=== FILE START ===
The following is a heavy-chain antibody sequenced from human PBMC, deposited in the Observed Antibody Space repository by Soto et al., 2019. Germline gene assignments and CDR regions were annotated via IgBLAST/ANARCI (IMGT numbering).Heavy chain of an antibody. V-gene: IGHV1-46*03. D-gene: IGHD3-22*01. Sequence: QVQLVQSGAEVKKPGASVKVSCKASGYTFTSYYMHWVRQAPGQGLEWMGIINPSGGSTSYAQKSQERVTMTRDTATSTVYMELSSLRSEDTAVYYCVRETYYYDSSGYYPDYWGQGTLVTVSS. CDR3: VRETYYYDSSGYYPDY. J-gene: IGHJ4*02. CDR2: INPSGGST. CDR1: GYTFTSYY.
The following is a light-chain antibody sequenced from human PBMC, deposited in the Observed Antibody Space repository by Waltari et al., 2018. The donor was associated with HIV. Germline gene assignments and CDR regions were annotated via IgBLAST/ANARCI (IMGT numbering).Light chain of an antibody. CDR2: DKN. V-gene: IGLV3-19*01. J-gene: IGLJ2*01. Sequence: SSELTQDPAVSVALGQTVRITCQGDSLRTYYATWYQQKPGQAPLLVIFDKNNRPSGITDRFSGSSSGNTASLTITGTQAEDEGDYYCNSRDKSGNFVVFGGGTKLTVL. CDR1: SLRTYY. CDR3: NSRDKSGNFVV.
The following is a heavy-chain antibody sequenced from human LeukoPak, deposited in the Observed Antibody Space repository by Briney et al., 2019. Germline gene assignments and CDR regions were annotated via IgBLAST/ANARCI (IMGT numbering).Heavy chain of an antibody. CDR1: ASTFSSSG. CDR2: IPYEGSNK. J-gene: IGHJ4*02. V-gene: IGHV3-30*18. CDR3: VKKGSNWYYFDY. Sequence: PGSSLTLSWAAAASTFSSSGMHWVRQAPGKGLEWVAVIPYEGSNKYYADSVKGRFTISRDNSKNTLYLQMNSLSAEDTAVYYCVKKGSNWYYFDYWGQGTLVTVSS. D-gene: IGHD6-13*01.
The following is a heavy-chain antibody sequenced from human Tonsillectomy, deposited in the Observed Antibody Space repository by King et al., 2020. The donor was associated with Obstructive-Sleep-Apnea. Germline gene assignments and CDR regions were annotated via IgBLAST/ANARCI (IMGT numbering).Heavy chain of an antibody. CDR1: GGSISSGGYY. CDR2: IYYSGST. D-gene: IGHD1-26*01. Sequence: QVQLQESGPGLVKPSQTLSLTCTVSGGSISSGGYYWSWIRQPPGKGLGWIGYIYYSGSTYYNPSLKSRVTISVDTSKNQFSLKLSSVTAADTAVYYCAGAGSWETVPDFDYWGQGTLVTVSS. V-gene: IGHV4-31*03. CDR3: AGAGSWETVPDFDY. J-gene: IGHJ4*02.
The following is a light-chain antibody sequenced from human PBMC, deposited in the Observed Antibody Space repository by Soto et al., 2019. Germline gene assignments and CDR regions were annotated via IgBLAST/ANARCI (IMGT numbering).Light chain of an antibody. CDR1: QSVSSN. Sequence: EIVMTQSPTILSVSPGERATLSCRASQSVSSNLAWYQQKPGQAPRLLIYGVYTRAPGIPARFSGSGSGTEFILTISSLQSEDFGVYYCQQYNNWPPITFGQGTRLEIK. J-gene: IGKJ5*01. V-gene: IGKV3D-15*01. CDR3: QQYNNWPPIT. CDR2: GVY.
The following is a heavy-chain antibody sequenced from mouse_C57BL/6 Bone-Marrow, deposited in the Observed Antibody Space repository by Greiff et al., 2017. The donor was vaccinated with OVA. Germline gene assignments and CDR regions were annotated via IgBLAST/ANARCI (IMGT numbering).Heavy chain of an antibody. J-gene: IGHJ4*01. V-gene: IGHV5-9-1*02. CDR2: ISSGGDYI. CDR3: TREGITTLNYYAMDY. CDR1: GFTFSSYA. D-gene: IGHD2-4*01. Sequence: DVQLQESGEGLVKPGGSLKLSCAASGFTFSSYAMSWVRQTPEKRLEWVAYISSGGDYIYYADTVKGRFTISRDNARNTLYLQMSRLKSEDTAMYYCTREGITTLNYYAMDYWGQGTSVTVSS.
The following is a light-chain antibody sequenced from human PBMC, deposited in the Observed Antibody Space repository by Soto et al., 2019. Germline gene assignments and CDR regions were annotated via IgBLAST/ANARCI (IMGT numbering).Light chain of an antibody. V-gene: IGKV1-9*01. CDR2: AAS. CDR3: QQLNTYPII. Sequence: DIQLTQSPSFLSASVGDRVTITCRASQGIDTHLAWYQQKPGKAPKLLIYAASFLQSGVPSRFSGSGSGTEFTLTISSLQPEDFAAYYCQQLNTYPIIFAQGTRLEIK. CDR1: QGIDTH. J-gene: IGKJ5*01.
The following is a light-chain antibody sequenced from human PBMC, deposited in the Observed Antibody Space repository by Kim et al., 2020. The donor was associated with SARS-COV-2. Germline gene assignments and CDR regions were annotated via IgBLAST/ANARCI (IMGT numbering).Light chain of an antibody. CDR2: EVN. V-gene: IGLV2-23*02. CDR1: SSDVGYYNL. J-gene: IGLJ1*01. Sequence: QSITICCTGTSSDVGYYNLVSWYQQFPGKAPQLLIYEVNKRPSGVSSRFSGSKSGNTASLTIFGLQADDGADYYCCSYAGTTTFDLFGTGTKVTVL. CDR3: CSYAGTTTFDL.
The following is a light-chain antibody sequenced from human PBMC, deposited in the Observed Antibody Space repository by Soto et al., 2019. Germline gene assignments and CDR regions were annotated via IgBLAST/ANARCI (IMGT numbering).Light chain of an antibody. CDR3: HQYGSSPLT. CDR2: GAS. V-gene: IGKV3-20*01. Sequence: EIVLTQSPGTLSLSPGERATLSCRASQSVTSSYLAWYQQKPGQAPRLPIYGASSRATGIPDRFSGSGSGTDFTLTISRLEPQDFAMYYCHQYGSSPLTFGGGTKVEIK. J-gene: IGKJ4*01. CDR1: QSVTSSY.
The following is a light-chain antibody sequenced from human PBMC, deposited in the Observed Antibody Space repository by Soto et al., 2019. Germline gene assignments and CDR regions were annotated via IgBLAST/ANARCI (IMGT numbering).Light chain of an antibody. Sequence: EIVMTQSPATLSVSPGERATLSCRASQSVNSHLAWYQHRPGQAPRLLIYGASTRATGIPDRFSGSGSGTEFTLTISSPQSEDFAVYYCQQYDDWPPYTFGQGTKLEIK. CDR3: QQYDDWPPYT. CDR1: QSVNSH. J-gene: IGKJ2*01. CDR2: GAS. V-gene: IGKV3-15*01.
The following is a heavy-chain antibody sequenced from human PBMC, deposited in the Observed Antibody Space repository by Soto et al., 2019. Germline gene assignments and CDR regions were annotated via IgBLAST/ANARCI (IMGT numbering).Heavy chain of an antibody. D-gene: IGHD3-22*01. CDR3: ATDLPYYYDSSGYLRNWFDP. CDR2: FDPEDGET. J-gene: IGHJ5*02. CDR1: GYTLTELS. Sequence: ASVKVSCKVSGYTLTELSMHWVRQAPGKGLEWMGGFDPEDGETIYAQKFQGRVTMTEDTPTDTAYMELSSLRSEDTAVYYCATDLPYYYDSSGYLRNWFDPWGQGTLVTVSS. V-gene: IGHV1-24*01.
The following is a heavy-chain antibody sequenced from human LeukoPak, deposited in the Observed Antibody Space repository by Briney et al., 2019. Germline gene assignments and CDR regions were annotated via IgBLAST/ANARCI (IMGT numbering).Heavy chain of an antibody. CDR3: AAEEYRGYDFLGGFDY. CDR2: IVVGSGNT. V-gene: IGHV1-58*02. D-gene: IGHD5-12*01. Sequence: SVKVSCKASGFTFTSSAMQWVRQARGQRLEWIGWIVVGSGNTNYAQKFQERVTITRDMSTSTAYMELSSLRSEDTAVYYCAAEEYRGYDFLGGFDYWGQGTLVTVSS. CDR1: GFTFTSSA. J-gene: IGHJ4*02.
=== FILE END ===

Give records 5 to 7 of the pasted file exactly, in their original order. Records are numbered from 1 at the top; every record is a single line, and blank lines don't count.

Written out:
The following is a light-chain antibody sequenced from human PBMC, deposited in the Observed Antibody Space repository by Soto et al., 2019. Germline gene assignments and CDR regions were annotated via IgBLAST/ANARCI (IMGT numbering).Light chain of an antibody. CDR1: QSVSSN. Sequence: EIVMTQSPTILSVSPGERATLSCRASQSVSSNLAWYQQKPGQAPRLLIYGVYTRAPGIPARFSGSGSGTEFILTISSLQSEDFGVYYCQQYNNWPPITFGQGTRLEIK. J-gene: IGKJ5*01. V-gene: IGKV3D-15*01. CDR3: QQYNNWPPIT. CDR2: GVY.
The following is a heavy-chain antibody sequenced from mouse_C57BL/6 Bone-Marrow, deposited in the Observed Antibody Space repository by Greiff et al., 2017. The donor was vaccinated with OVA. Germline gene assignments and CDR regions were annotated via IgBLAST/ANARCI (IMGT numbering).Heavy chain of an antibody. J-gene: IGHJ4*01. V-gene: IGHV5-9-1*02. CDR2: ISSGGDYI. CDR3: TREGITTLNYYAMDY. CDR1: GFTFSSYA. D-gene: IGHD2-4*01. Sequence: DVQLQESGEGLVKPGGSLKLSCAASGFTFSSYAMSWVRQTPEKRLEWVAYISSGGDYIYYADTVKGRFTISRDNARNTLYLQMSRLKSEDTAMYYCTREGITTLNYYAMDYWGQGTSVTVSS.
The following is a light-chain antibody sequenced from human PBMC, deposited in the Observed Antibody Space repository by Soto et al., 2019. Germline gene assignments and CDR regions were annotated via IgBLAST/ANARCI (IMGT numbering).Light chain of an antibody. V-gene: IGKV1-9*01. CDR2: AAS. CDR3: QQLNTYPII. Sequence: DIQLTQSPSFLSASVGDRVTITCRASQGIDTHLAWYQQKPGKAPKLLIYAASFLQSGVPSRFSGSGSGTEFTLTISSLQPEDFAAYYCQQLNTYPIIFAQGTRLEIK. CDR1: QGIDTH. J-gene: IGKJ5*01.